A recent comment on Destructive Testing of Black Dye finished with the remark:
Love to know your thoughts on that wee little costrel at the MOL sometime….why is it so wee?! why is it such an odd flat oval shape?
The costrel in question is this one, although others are known to exist.
Oliver Baker mentions it on p56 of his magnum opus of 1921, Blackjacks and Leather Bottels. I’ll quote the section in full.
One dimuntive but charmingly designed bottle is in the London Museum at Lancaster House, and has, between three vertical raised bands, lines of foliate decoration of Gothic character. It was found in the Town Ditch at the Old Bailey in 1913, and is of great interest as giving a rich example of the bottle of the Middle Ages. It measures nearly four inches [100mm] in length and three and three-quarters [95mm] in height.
Baker’s drawing shows it sitting on it’s base rather than lying on it’s back as in the photo at the top, and the base appears flat and much the same shape as my Mary Rose one. It is unclear if Mr Baker was drawing what he saw, or what he thought it should be, however his detail on the decoration is very good. The larger costrel in the same cabinet at the MoL also appears to be ovoid, however looking at the ends, I think I can see that it was originally flatter on the bottom and has slumped in the conditions in the museum.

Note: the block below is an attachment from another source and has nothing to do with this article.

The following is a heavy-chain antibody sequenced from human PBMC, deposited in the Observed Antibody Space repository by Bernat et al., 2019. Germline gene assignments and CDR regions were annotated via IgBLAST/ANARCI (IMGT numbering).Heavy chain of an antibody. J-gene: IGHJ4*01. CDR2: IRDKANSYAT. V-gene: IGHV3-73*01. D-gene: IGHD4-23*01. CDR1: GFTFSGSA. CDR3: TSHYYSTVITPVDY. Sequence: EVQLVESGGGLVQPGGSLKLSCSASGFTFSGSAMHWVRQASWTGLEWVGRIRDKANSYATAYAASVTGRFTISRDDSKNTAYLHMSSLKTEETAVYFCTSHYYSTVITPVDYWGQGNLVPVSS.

The leather is thinner than on the larger costrels, so moulding would be easier. From evidence from other sites, the decoration may have been painted.
As for use, we’re getting into Making Things Up ™ territory. Baker’s measurements give it an approximate volume of 300ml, or half a pint, roughly the same as a glass of drink. That also translates to 2 gills, so two standard measured of gin in the 16th century.
I would love for it to have been for the 15-16th century version of high octane moonshine, but that would disolve the pitch lining. It may have been for a particular drink, or medicine or may have been a scale model to test a new design without using too much expensive leather. They could, like me have an order on the books to make a bottel for a small teenager…
Baker, O., Black Jacks and Leather Bottells, privately printed for W.J. Fieldhouse, Cheltenham 1921